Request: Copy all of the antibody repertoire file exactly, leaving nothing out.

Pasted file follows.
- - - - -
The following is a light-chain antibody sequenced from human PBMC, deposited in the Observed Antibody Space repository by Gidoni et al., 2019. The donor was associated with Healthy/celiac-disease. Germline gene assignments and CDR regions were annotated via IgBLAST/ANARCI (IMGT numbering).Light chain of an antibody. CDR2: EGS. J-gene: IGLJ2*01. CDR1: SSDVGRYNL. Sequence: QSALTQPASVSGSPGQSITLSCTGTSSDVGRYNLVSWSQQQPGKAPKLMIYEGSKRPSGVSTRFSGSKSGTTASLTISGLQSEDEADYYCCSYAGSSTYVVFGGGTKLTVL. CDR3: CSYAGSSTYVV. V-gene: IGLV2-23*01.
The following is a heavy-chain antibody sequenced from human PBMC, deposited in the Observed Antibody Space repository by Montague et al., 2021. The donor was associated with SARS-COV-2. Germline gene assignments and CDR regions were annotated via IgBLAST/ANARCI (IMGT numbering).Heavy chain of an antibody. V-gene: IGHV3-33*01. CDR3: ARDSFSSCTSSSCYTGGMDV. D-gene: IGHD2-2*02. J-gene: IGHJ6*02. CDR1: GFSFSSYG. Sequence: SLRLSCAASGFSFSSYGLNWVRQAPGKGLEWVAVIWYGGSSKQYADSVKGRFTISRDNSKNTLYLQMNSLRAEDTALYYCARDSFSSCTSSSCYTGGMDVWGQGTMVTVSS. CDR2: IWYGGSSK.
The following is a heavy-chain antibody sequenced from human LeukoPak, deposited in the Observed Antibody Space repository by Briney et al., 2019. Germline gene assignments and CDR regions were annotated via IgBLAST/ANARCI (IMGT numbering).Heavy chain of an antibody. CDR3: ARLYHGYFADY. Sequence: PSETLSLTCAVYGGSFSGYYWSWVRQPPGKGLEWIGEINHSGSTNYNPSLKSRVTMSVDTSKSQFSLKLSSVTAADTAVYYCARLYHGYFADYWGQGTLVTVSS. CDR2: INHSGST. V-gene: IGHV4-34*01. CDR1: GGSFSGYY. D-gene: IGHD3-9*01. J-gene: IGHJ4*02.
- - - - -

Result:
The following is a light-chain antibody sequenced from human PBMC, deposited in the Observed Antibody Space repository by Gidoni et al., 2019. The donor was associated with Healthy/celiac-disease. Germline gene assignments and CDR regions were annotated via IgBLAST/ANARCI (IMGT numbering).Light chain of an antibody. CDR2: EGS. J-gene: IGLJ2*01. CDR1: SSDVGRYNL. Sequence: QSALTQPASVSGSPGQSITLSCTGTSSDVGRYNLVSWSQQQPGKAPKLMIYEGSKRPSGVSTRFSGSKSGTTASLTISGLQSEDEADYYCCSYAGSSTYVVFGGGTKLTVL. CDR3: CSYAGSSTYVV. V-gene: IGLV2-23*01.
The following is a heavy-chain antibody sequenced from human PBMC, deposited in the Observed Antibody Space repository by Montague et al., 2021. The donor was associated with SARS-COV-2. Germline gene assignments and CDR regions were annotated via IgBLAST/ANARCI (IMGT numbering).Heavy chain of an antibody. V-gene: IGHV3-33*01. CDR3: ARDSFSSCTSSSCYTGGMDV. D-gene: IGHD2-2*02. J-gene: IGHJ6*02. CDR1: GFSFSSYG. Sequence: SLRLSCAASGFSFSSYGLNWVRQAPGKGLEWVAVIWYGGSSKQYADSVKGRFTISRDNSKNTLYLQMNSLRAEDTALYYCARDSFSSCTSSSCYTGGMDVWGQGTMVTVSS. CDR2: IWYGGSSK.
The following is a heavy-chain antibody sequenced from human LeukoPak, deposited in the Observed Antibody Space repository by Briney et al., 2019. Germline gene assignments and CDR regions were annotated via IgBLAST/ANARCI (IMGT numbering).Heavy chain of an antibody. CDR3: ARLYHGYFADY. Sequence: PSETLSLTCAVYGGSFSGYYWSWVRQPPGKGLEWIGEINHSGSTNYNPSLKSRVTMSVDTSKSQFSLKLSSVTAADTAVYYCARLYHGYFADYWGQGTLVTVSS. CDR2: INHSGST. V-gene: IGHV4-34*01. CDR1: GGSFSGYY. D-gene: IGHD3-9*01. J-gene: IGHJ4*02.